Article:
What Started Frozen Meals?

With more and more TV dinners and ready to eat meals gracing store shelves and dinner trays around the world, it certainly makes you think about why these meals gained popularity in the first place. While typical frozen food and the benefits of freezing food have been known for many years, the frozen meal we see has been started in 1924.

A man known as Clarence Birdseye was in Canada when he was fishing and saw that the fish they caught froze almost instantly. Then it was thawed out and eaten later, and the fish was still just as good as a fresh one, so he figured that if the food is frozen quickly it remains preserved.

Previously other attempts to freeze food took longer, and when it thawed out the ice crystals would melt and leave the food mushy. Then he began to experiment with why food was like that, and he eventually pressurized the food and ensured that it was completely preserved. He invented the early freezer and soon other people started to experiment further.

When World War Two broke out, most canned food was sent overseas to the armed forces, and in order to keep up with demand frozen food was used on the home front. Frozen foods cost fewer points on a ration card, and once the war was over many people still kept the taste for the easy to cook meals.

TV dinners, fish sticks, and the movement from eating at the table to in front of the TV all helped make frozen meals more popular with the masses.

The Start of Frozen Meals

The concept of frozen meals became more and more popular as the time went on, and made it so the women of the house didn’t need to spend so much time cooking. While the men weren’t too happy with the idea, it started a revolution.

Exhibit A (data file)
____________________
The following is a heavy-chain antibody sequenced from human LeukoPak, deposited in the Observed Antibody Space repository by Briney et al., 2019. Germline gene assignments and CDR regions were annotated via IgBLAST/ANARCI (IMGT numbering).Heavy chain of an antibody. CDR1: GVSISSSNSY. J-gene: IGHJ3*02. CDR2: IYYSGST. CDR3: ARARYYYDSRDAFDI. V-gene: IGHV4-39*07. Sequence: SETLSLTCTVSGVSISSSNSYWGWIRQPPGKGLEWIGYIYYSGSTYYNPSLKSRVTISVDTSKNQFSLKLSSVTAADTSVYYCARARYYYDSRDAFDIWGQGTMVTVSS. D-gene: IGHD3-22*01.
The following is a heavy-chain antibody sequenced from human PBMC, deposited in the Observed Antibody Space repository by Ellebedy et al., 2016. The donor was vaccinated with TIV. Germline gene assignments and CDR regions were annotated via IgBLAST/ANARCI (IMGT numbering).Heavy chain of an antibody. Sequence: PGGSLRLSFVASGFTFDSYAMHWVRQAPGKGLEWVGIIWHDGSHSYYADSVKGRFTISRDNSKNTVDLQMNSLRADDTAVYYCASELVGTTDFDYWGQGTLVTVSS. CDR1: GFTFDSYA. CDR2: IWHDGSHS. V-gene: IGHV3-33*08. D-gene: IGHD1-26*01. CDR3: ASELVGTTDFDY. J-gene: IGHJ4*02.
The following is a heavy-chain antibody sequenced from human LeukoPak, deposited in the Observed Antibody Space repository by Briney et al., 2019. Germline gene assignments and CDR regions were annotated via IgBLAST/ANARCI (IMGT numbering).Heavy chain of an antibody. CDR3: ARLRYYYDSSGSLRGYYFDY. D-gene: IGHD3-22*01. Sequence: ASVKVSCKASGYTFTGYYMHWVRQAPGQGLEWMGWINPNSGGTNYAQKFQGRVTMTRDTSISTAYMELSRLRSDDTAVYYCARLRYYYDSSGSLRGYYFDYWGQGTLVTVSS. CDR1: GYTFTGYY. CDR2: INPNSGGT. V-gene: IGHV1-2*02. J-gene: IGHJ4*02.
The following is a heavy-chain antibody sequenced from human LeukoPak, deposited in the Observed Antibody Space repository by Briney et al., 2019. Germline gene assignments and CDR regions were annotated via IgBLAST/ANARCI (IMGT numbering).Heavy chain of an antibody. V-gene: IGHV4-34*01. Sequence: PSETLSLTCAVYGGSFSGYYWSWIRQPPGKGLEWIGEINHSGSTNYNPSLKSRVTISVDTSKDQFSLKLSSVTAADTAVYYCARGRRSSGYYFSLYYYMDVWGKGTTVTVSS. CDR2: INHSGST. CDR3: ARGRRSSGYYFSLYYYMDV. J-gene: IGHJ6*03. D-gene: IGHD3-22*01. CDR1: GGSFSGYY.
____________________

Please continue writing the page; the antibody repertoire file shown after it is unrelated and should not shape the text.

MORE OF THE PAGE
More and more trays were created from foil and soon the idea of using the meal as a table on your lap would become more and more alluring.

More and more food, such as bagels, bread, pizza, and even foreign delicacies began to be flash frozen before being shipped and began to fill stores. More and more food has been frozen and marketed in brands such as Wicked Food Company, and others. Now you can find almost anything in the frozen food section.

In addition, several items are organic, gluten or dairy-free, vegetarian, or low calorie to appeal to a wide variety of eaters. In today’s busy culture, the money and time-saving aspect of reheating a frozen meal in a manner of minutes can certainly be alluring.

Plus, they can last for a long time and the food is often kept healthy despite the time it spends in the back of the freezer. This shift in culture wouldn’t have been possible without a Canadian fisherman and a question about why the fish remained good after a period of time. Imagine that!